Drying and preserving herbs in small spaces

Fresh herbs from a garden are one of the best ways to get good flavors into your cooking. Fresh herbs are also best for making medicines and dietary supplements. Unfortunately, in many parts of the country, it is simply impossible to keep herbs growing year round. This makes it necessary to keep a supply of dried herbs available.

Commercial producers of dried herbs often have huge drying houses in which they can precisely control the temperature and humidity. These types of drying houses are usually out of reach for the home-grower; they are extremely expensive and take up too much room. For centuries, however, people have been drying herbs at home with good results. The process takes very little room, is inexpensive, and yields results that are just as good if not better than the commercial processors.
To start, gather together a pair of heavy duty scissors, a ball of twine or string, and some small or medium glass or plastic jars. The string does not need to be food-grade quality, such as that used by some butcher shops. Many people simply reuse old store bought spice jars. Next, thoroughly clean a small area of your house that has a constant temperature between 65 and 80 degrees Fahrenheit and very little exposure to light. Many people will typically use the back of a pantry or inside closet for this.
As drying herbs are exposed to light, the color of the herbs tends to blanche, leaving green leaves either yellow or brown. This will typically only effect the appearance of the herbs, however, blanched herbs are safe to eat and several people who do not mind the odd colors use a sunny space such as a back porch for drying herbs.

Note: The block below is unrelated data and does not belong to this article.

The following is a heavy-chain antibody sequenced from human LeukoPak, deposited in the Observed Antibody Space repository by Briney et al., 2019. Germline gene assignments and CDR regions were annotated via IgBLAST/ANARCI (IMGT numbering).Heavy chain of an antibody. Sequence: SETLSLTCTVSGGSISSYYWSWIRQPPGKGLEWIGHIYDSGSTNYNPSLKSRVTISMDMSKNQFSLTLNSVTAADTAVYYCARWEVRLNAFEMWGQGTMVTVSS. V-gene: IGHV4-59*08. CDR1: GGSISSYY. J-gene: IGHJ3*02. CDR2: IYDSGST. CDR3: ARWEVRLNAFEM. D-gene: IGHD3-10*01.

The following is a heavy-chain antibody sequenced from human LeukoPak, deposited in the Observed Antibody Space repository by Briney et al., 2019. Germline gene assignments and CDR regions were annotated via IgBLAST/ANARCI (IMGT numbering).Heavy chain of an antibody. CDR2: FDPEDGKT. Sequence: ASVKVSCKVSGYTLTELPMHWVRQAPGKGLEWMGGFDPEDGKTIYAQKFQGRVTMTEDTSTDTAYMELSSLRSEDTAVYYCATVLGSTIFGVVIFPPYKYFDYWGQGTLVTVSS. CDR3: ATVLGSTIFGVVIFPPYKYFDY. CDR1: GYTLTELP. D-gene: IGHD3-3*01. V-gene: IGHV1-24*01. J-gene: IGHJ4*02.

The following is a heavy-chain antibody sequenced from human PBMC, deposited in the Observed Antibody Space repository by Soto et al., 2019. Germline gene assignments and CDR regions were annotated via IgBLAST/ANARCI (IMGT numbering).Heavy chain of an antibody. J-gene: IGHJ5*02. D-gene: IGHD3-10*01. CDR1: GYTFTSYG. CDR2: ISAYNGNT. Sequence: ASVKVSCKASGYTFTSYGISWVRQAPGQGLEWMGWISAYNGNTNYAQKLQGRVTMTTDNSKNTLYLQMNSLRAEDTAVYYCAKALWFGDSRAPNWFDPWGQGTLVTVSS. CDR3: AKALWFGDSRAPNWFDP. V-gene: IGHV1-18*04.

To dry most varieties of herbs, start by cutting whole stems near the base of the plant. Ideally, leave at least two inches between the end of the sprig and the first leaves of your cuttings. Use a damp cloth or paper towel to remove any dirt from the herbs, but do not soak them in water. Dry any excess water by laying the herbs flat on a clean towel. Then, gather together bundles of sprigs by the stems. Each bundle should have a diameter of about half an inch at the stem end (TIP: Each bundle of sprigs should be able to fit on a nickel at the stem end). DO not mix different herbs together in these bundles; herbs
Next, tie the bundles together using a clean piece of string or twine. Leave enough extra twine to form a second loop with the string that will be used for hanging the herbs. Tie the string tightly enough to hold the herbs in place while the bundle hangs, but not so tightly that the stems are damaged. If the stems start to break or ooze, cut off the damaged part of the stem and retie. Hang each bundle on hooks in your storage area. As the herbs dry, the stems will become loose in their bundles. Be sure to retie these bundles every few days to prevent herbs from falling out of the bundles completely. Note that different herbs will dry out at different rates. Typically herbs with short spiny needles, such as rosemary, will dry faster than those with broad flat leaves, such as sage or oregano.
The herbs are completely dry once they no longer need retying. If desired, completely dry herbs can be left in their bundles and used as needed. If the space is needed for other herbs, however, the leaves from each bundle can be separated from the stems and stored in glass or plastic jars.